COLUMBUS, Ohio (Reuters) - The widow of the exotic animal collector who set dozens of lions, tigers, bears and other creatures free before killing himself last week wants back the surviving animals, authorities said on Thursday.
The Columbus Zoo and Aquarium said it had been notified by attorneys representing Marian Thompson that she plans to collect the six surviving animals -- three leopards, two monkeys and one grizzly bear -- on Thursday afternoon.
The Zoo said it had no legal right to the animals and that it had only removed them from Thompson's farm with her permission. But it said it was working with state and federal officials to try to block Thompson from reclaiming the animals.
"We had hoped Ms. Thompson would leave the animals at the Zoo in the care of our team of professionals" Dale Schmidt, the CEO of the Columbus Zoo and Aquarium, said in a statement.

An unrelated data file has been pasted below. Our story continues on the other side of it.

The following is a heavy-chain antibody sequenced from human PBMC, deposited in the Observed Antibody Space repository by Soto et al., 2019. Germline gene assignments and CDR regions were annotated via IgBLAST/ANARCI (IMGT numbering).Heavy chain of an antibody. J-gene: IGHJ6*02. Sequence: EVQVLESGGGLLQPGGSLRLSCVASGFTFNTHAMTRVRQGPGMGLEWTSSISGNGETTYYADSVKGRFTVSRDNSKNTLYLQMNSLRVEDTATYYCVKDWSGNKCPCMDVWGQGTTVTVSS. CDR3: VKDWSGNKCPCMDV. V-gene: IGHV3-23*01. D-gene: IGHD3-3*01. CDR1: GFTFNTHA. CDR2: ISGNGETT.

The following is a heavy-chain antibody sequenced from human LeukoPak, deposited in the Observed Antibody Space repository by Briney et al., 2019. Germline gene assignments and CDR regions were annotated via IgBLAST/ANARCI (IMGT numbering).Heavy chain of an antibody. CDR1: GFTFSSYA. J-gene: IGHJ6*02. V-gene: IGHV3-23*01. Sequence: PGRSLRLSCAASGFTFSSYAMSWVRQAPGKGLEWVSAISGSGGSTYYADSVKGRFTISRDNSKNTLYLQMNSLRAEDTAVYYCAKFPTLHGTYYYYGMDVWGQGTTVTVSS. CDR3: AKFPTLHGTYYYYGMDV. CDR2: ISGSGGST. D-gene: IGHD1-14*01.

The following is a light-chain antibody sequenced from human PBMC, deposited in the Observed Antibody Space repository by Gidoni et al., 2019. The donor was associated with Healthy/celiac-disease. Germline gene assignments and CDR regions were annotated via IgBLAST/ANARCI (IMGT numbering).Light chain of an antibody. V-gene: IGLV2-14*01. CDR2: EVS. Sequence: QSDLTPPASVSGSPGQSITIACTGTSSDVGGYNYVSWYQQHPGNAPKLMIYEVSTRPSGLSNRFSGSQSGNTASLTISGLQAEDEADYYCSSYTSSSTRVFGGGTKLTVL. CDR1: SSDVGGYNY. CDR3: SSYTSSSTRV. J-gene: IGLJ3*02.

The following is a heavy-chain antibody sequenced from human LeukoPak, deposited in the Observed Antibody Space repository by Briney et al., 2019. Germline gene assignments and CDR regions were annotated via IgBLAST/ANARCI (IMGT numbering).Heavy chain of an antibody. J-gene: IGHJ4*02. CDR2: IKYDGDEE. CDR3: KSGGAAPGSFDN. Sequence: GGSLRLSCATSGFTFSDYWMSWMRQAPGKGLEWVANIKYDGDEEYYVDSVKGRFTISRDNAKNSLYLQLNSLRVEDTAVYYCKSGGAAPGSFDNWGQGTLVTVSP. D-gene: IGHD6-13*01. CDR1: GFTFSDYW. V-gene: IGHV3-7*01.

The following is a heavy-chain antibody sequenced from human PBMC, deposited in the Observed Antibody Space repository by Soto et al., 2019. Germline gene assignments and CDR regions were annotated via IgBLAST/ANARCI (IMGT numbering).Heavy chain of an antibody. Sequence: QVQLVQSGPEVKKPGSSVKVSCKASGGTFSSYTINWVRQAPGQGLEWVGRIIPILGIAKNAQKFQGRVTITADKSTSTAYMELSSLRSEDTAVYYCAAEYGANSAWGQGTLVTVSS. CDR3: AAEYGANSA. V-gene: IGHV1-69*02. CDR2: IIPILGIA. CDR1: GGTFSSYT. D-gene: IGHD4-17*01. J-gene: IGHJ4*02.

"We are trying to get authorization from government authorities and agencies to ensure they stay at the Zoo. Unfortunately, the current laws do not protect the animals and at this time we have no legal right to stop them from being taken from the Zoo."
Thompson's husband, Terry Thompson of Zanesville, Ohio, set his collection of 56 exotic animals free last week shortly before committing suicide.
Of the 56 released animals, 49 were killed and buried on the farm.
Muskingum County Sheriff Matt Lutz, whose department killed many of the animals, said his deputies would work to assure the safety of the public if the animals return to his county.
Lutz promised that, "the kind of thing which happened last week will not happen again."
(Reporting by Jim Leckrone. Writing by James B. Kelleher)